A nanometer leap to trillions of transistors

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IBM Research scientist Qing Cao develops way to link carbon nanotubes

Scientists and engineers don’t need to wear clapboards in Times Square declaring “The end of Moore’s Law is near.” They all know that silicon-based computer chips will soon cease to improve in speed and shrink in size. One of those scientists, IBM’s Qing Cao may have found the alt-silicon answer in carbon nanotubes – rolled-up sheets of carbon that can better-conduct electrical signals at a much smaller scale than silicon.

Cao, who was recognized as a Pioneer Under 35 by MIT Technology Review this year, figured out a way to align CNTs together, and then fuse them to tiny metal connector wires. This means they could be scaled out to the size of today’s silicon chips, and eventually replace them in tomorrow’s computers. Cao explained how he accomplished aligning nanotubes into arrays and then welding metal atoms to the end of a four-atom wide nanotube at this week’s TR’s EmTech in Cambridge, MA. I caught up with Cao to get a nano-peek at his talk.*

*Update, 10/21/16: Watch Qing Cao’s EmTech Presentation at MIT Technology Review.

Qing Cao, IBM Research (photo credit: MIT Technology Review)

Qing Cao, IBM Research (photo credit: MIT Technology Review)

What is Silicon’s limit and how do CNTs go beyond that limit?

Qing Cao: Silicon chips already hold billions of transistors at 22 nm. These are the kinds of chips in today’s servers. And we’ve shown that 7 nm is possible. But Silicon’s capability ends at around 5 or 6 nm as it hits the wall of quantum mechanics. Carbon nanotubes however, with its intrinsically small size – about 1 nm, or just four atoms wide – allows us to get to 5 nm node or beyond. At this scale, CNT transistors could operate twice as fast compared to silicon, while consuming less than half of the power.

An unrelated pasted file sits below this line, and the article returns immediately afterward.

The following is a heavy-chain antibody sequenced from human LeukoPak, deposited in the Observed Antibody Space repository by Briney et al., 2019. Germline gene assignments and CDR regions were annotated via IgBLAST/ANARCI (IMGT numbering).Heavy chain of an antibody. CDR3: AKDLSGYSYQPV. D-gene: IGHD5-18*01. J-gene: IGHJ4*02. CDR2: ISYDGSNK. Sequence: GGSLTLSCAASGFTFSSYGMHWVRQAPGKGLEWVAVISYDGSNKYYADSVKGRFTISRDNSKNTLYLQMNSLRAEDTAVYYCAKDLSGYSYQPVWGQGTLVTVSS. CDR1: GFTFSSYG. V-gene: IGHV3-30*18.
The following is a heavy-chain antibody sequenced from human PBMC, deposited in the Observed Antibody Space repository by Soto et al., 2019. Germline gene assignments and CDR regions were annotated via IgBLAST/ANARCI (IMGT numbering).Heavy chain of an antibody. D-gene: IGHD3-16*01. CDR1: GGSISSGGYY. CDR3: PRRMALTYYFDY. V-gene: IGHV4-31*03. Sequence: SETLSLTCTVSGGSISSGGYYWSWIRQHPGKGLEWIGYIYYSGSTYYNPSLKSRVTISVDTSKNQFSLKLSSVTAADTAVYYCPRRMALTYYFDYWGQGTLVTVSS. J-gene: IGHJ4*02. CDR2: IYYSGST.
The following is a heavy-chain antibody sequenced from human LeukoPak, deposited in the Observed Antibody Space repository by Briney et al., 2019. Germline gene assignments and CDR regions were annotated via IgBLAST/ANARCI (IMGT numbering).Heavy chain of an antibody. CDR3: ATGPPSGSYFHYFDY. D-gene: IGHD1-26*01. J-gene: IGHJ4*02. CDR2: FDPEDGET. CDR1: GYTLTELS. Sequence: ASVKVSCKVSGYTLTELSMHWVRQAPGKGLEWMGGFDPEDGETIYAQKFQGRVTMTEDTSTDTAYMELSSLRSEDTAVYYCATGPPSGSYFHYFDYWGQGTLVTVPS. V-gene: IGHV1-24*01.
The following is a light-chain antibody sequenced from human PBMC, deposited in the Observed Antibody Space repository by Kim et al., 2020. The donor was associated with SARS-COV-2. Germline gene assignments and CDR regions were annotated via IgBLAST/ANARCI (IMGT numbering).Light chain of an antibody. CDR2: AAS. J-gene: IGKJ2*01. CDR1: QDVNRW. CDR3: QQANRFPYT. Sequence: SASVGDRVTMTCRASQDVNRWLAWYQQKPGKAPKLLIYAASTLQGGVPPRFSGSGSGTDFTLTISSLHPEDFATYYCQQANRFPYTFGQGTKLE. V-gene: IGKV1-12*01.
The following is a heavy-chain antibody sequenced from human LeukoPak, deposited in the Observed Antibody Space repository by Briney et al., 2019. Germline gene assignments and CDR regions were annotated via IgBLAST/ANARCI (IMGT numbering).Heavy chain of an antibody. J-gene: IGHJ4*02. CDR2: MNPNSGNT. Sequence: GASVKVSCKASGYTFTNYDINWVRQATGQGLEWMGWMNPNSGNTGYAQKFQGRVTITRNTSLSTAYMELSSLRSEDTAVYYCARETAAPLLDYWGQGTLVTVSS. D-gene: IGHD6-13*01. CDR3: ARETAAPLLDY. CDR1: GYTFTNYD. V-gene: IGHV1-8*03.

Why haven’t we been able to build CNT chips, yet?

Qing Cao, IBM Research (photo credit: MIT Technology Review)

Qing Cao, IBM Research (photo credit: MIT Technology Review)

QC: When we move to smaller devices, the connectors have to shrink at the same time. But the reduction of metal connector size, down to sub-10 nm, sharply increases the resistance and thus kills the device performance. We – my team at the Thomas J Watson Research Center and I – developed a way to connect the end of the CNTs to a Molybdenum wire through strong chemical bonds, and verified, in this case, that the reduction of the connector dimension will not compromise device performance, even if the size of the metal connectors shrank to just 40 atoms wide or even smaller.

After solving the connector problem, we still need a CNT wafer to build CNT chips. My team has developed a way to self-assemble nanotubes into side-by-side aligned arrays on wafers. Being able to assemble CNT arrays onto a wafer and then connect them with tiny metallic wires with minimal resistive loss will mean smaller chips at faster speeds than silicon – and the continuation of Moore’s Law.

When do you think these chips make it into our computers and devices?

QC: I think such nanotube devices will emerge in products in the next 10-15 years and help to sustain Moore’s Law for at least the next 20 years. Eventually, we want to pack 1 trillion transistors onto a processor (that’s more than the number of stars in the Milky Way!)

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